Domestic projection went mainstream with the birth of Super 8 film. Might it be ready for a comeback?
We typically think that home cinema entered public consciousness with Blu-ray in the noughties, DVD in the nineties, or VHS in the eighties. However, owning and operating a personal screening room goes back a lot further. Well-heeled AV heads – think Hollywood moguls and glitterati – have been hunkering down in darkened rooms, adjusting comfy recliners, and kicking back for that special feature presentation since the early 20th century.
It was hardly a mainstream hobby, though. Before the first World War, hefty and expensive 35mm reel-to-reel projectors (as found in commercial cinemas) performed video duties in the home. The huge capital outlay for equipment providing such luxury meant the home screening room was a rare beast. Subsequently other more compact and manageable film formats jockeyed for position for home cinema supremacy.
But by the mid-1960s a revolution took place in the form of Super 8mm film. What had generally been the preserve of the wealthy – listening to the clatter of the turning sprocket wheels of a film projector, and beaming a catalogue favourite movie onto a living room wall – was a joy that the masses could now embrace. The worldwide leading manufacturer of Super 8mm projectors, Eumig of Austria, was producing over half a million such models a year by 1976, while punters increasingly reaped the rewards of a bigscreen experience to take on the underwhelming output of their small tellies. Collecting Super 8 films became an obsession for thousands of film devotees before the VHS era took hold.
For some enthusiasts, the magic of projected celluloid still hangs on to this day, similar to the audiophile passion for vinyl. And could we see a Super 8 renaissance of the type that vinyl has experienced? A couple of years ago it would have seemed unlikely, but Kodak rocked up to 2016's CES technology expo to showcase a new Super 8 camera that marries modern-day features (USB charging, 3.5in LCD swivel-mounted viewfinder) with recording to 50ft 8mm film reels. As part of its wider Super 8 Revival Initiative, the cam (pictured below) remains un-launched as yet, but Kodak earned approval from creative talents: 'While any technology that allows for visual storytelling must be embraced, nothing beats film,' said (director of sci-fi Super 8) J.J. Abrams. 'The fact that Kodak is building a brand-new Super 8 camera is a dream come true.'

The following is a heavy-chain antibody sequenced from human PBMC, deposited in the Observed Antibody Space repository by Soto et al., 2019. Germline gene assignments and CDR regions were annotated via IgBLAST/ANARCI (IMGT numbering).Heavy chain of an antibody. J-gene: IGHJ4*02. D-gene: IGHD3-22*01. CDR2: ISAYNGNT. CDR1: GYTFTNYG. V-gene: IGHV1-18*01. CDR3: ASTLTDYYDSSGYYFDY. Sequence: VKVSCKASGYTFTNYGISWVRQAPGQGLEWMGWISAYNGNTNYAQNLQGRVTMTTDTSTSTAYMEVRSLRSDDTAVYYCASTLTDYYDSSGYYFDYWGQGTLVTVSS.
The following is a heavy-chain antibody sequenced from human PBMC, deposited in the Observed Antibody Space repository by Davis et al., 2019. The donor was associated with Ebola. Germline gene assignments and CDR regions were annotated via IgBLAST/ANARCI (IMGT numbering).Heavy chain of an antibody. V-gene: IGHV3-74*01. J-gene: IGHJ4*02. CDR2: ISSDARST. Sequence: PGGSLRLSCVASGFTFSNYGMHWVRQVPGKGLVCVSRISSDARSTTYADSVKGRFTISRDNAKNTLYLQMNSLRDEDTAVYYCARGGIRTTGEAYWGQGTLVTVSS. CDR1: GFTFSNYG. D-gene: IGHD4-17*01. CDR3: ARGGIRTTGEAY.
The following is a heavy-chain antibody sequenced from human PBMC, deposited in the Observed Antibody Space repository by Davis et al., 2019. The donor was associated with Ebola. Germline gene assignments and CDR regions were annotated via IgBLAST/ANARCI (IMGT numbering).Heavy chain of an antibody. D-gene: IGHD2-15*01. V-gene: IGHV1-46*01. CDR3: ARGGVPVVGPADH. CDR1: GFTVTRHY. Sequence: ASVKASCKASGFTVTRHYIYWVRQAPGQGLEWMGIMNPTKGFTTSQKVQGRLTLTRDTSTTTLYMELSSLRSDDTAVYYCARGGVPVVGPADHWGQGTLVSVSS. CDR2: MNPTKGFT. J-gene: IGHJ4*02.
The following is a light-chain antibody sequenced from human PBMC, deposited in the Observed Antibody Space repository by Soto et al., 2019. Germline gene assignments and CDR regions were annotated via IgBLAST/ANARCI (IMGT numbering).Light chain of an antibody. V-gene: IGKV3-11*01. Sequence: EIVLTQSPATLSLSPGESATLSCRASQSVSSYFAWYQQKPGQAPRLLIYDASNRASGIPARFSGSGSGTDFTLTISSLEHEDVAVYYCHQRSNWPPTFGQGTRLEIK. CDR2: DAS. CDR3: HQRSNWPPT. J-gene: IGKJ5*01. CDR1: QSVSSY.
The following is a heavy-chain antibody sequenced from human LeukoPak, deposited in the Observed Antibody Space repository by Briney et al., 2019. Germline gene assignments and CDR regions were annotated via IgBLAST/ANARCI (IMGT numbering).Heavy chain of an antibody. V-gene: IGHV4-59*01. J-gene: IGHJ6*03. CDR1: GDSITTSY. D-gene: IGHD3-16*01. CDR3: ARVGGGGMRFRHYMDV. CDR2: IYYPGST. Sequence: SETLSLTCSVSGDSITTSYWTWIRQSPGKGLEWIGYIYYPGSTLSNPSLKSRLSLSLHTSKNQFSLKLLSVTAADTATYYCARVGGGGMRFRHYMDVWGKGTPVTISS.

The driving force for film projectors in the home was not only film collecting, but movie-making itself. The market for film formats less cumbersome than professional 35mm goes back to 1923 when Eastman Kodak introduced its ‘amateur’ stock: 16mm. Billed as a budget alternative for keen makers of silent films, the company touted its first outfit, consisting of camera, projector, tripod, screen and splicer, which could be snapped up for $335 (around $4,700 in today’s money).
The acetate base of 16mm film, as distinct from 35mm’s flammable nitrate base, made this new gauge appealing to household users. The ability to rent and buy commercial films from the Kodascope Library was a further boon. In 1935, optical soundtracks became available on 16mm stock, and amateur filmmakers, documentarians and news stations continued to adopt the format right up until the 1990s.
Another rather quirky film gauge (9.5mm) arrived on the scene in the early 1920s, this time from French powerhouse Pathé Frères. Introduced primarily for collectors of commercial movie titles, it did also gain favour with amateur content creators. Its slightly clunky single central sprocket hole mechanism made it a bit prone to print damage, though, and the arrival of Standard 8mm film in 1932 saw its appeal wane.
Also known as ‘Regular 8’, Eastman Kodak’s Standard 8mm film used side-mounted sprocket holes, identical in size to those on 16mm prints. Modified 16mm stock formed the basis of spools inserted into a Standard 8 camera, which needed removing and turning over mid-filming to render images down both sides of the exposable area.
Major studios began to release what became known as ‘package movies’ for collectors, but few were more than 200ft in length (about 8 minutes), and Standard 8 projectors with sound were rare.
Enter Super 8, Eastman Kodak's brilliant 1965 innovation which transformed the entire home movie industry. Smaller sprocket holes than Standard 8 allowed for a larger exposed picture area, and oxide stripes on both edges of the stock provided the means by which to record sound during image capture, or later during the editing process at home. Fujifilm, meanwhile, introduced its competing format known as ‘Single-8’. This Japanese challenger deployed a polyester (rather than acetate) film base, and its cartridge loading system required the use of proprietary licensed cameras for shooting, even though the final developed film would run fine in a Super 8 projector.